Cancrinite, sodalite, and zeolite A have been found to form upon contacting hyperalkaline simulated tank waste (STW) with vadose zone sediments from the Hanford Reservation. Here, soluble silica and STW are used to study mineral formation and transformation. Two Hanford sediment fractions (diameters <50 and >50 μm instead of soluble silica) are also used as silica sources for comparison. A series of batch experiments at 50 °C and 25 days duration were conducted by reacting 0.026 mol/kg soluble Si with 6 different STW solutions. The STW solutions differed in NaOH and Al concentrations. Cancrinite, sodalite, and zeolite A formed when soluble Si was used as the Si source. The minerals were characterized by X-ray diffraction (XRD), scanning electron microscopy (SEM), Fourier transform infrared spectroscopy (FT-IR), and 27Al and 29Si magic-angle spinning nuclear magnetic resonance (MAS-NMR). Larger NaOH and Al concentrations favored formation of the more compact structures of cancrinite and sodalite. At larger NaOH concentration more Al for Si substitution occurred in the tetrahedral sites. A greater Al(4)/Al(6) ratio in the solids was found for the higher Si/Al ratio solutions based on NMR results. Mixtures of cancrinite and sodalite were characterized by particles with lepispheric morphology. At low Al concentration, increasing NaOH resulted in distinct hexagonal, prismatic particles common to crystalline cancrinite. At low Al/Si ratio, the characteristic cubic morphology of zeolite was observed in addition to cancrinite and sodalite.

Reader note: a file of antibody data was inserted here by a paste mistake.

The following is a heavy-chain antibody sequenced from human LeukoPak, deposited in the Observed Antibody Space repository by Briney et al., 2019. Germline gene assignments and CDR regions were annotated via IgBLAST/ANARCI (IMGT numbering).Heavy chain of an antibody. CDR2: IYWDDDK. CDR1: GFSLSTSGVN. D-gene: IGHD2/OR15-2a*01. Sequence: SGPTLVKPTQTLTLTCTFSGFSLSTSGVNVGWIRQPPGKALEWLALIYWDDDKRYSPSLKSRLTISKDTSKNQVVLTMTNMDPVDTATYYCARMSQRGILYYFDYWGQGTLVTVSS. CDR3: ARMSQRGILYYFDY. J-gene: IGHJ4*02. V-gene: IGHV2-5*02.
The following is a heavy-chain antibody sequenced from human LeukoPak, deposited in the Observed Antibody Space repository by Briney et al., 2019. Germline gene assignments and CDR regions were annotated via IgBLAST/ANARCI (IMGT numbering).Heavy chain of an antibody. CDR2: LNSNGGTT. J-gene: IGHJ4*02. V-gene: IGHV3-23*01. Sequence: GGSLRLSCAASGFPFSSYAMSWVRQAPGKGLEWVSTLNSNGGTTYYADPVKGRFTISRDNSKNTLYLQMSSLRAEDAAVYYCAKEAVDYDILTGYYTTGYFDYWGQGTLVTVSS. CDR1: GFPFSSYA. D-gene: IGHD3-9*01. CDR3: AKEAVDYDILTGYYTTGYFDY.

Geochemical modeling was used to investigate the fate of major constituents and Cr and other trace elements when acid waters from the derelict Libiola mine are mixed with the Gromolo creek waters, and related processes. This was carried out in two steps: (1) Mixing between acid waters and stream waters was simulated using the EQ3/6 software package; the results showed that mixing brings about the precipitation of some secondary solid phases, mainly a ferrihydrite-rich solid mixture of hydroxides and basaluminite. (2) The sorption of cations (Cr3+, Cu2+, Zn2+, Mn2+, Ni2+, Ca2+, and Mg2+) and anions ( CrO 4 2 - and SO 4 2 - ) on ferrihydrite was modeled by means of the code MINTEQA2, treating the concentrations of relevant solutes and the moles of ferrihydrite (computed by means of EQ3/6) as input data.The results of this two-step geochemical modeling generally agree with analytical data, supporting the following conclusions: (a) dissolved Mg, Ca, Na, SO4, Cl, HCO3 and SiO2 are mainly controlled by acid water–stream water mixing; (b) Fe is mainly incorporated into ferrihydrite and subordinately in schwertmannite and jarosite; (c) Al is chiefly sequestered in basaluminite and alunite; (d) K is temporarily incorporated into jarosite and alunite and is released into the aqueous solution upon their dissolution; (e) the mobility of Cu, Zn, Ni, Mn, and Cr(VI) is mainly controlled by sorption on precipitating ferrihydrite; (f) Cr(III) is immobilised by both incorporation into ferrihydrite and sorption on its surface.The effects of acid mine waters on the Gromolo aqueous system are not ameliorated to an acceptable extent by natural attenuation through dilution and related processes.